Tobacco control does the easy thing, not the right thing

I recently read an article on how humans will tend to do the wrong thing, as long as it’s the easy thing.  The article reports on some research done regarding moral decisions (like whether or not to cheat on a test or help another person out), and researcher Rimma Tepper states that “People are more likely to cheat and make immoral decisions when their transgressions don’t involve an explicit action. If they can lie by omission, cheat without doing much legwork, or bypass a person’s request for help without expressly denying them, they are much more likely to do so.”  For instance, the article describes the results of an experiment where people were presented with the option to check off “Yes” or “No” in response to whether or not they would be willing to assist a learning disabled person, while others had to actively click a link to volunteer to help.  They found that it was easier for people to simply not click the link and avoid volunteering than it was for them to check off the “No” box and explicitly deny their help.   (This idea is quite similar to the organ donor question presented in a TED talk by Dan Ariely awhile back.)

That people tend to be lazy about their moral decisions may not seem all that revolutionary to some, but it is interesting, especially when thinking of this on a larger scale.  In terms of tobacco control, the easy thing to do is to go along with the status quo; smoking bans, graphical warnings, and opposition to low-risk nicotine products are all the rage right now, and it’s far easier to just go along with them all and agree than it is to point out the junk science and try to correct the massive amount of disinformation out there.  The FDA, WHO, and almost all other anti-tobacco groups have fallen in step with this, and the farther they go with their draconian anti-tobacco regulations, the harder it is to go back.  For instance, now that misleading and inaccurate textual warnings on smokeless tobacco have been rolled out, it makes it very difficult for an agency like the FDA to correct them, since it would require them to admit they made a mistake.  They have also expressly indicated their opposition to e-cigarettes, and to suddenly turn back on that decision and admit their error would make headlines all over the world.  For governments and other groups to correct this kind of disinformation would take a great deal of explaining, as well as a lot of policy reform, red-faces, and possible firings.  So, the FDA will continue to do the wrong thing when it comes to tobacco, because it’s the easy thing.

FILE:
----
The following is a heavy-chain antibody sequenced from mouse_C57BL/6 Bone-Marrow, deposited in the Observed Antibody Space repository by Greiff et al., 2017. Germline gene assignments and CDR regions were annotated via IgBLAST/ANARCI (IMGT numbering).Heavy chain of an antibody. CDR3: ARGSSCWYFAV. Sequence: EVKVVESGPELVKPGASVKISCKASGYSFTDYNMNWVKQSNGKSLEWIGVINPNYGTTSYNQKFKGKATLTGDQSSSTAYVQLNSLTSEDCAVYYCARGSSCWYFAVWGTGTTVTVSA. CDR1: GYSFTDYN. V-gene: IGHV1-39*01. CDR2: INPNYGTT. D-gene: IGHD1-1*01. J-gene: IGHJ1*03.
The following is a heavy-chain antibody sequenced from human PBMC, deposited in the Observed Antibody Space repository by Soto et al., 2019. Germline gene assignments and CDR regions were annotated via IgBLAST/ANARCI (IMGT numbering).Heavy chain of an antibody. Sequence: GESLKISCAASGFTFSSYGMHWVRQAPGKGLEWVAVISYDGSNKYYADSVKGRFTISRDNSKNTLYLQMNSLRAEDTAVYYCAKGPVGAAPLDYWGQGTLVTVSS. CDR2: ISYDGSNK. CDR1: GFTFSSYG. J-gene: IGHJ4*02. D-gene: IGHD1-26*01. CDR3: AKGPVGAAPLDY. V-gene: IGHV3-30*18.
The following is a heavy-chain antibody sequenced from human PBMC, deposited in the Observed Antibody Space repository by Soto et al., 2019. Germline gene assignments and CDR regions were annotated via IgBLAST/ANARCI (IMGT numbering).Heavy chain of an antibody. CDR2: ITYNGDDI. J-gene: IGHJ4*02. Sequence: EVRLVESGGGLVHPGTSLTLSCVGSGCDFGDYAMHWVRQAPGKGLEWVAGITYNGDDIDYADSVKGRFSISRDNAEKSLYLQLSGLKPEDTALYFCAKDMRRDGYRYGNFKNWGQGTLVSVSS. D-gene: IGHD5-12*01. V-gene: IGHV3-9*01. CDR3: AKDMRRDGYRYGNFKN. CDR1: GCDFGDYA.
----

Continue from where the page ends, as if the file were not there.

It’s a similar story for researchers in the field of tobacco.  If you decide to take a negative stance on all tobacco products, accurate or not, you will suddenly have access to tons of funding and easy acceptance into journals (no matter how rife with junk science your study may be).   On the other hand, saying truthful things about the relative risks of different tobacco products can get you exiled from conferences, journals, and tobacco control circles.

There is a comedian (I can’t remember the name) who once indicated that politicians who changed their minds about things were seen as wishy-washy, and were looked down on by the public as people who, since they were wrong about one thing, could be wrong about another.  Of course, changing one’s mind is usually a sign of intelligence, not weakness, since nobody is right about everything all the time.  And from me in particular, you won’t hear any “I told you so’s” if policy gets changed to favour tobacco harm reduction products…  I’ll just be thrilled that the right thing is finally being done.



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  • Carl V Phillips  On December 1, 2010 at 8:56 am

    “When the president [Bush] decides something on Monday, he still believes it on Wednesday — no matter what happened Tuesday.” –Stephen Colbert, at the WHCD


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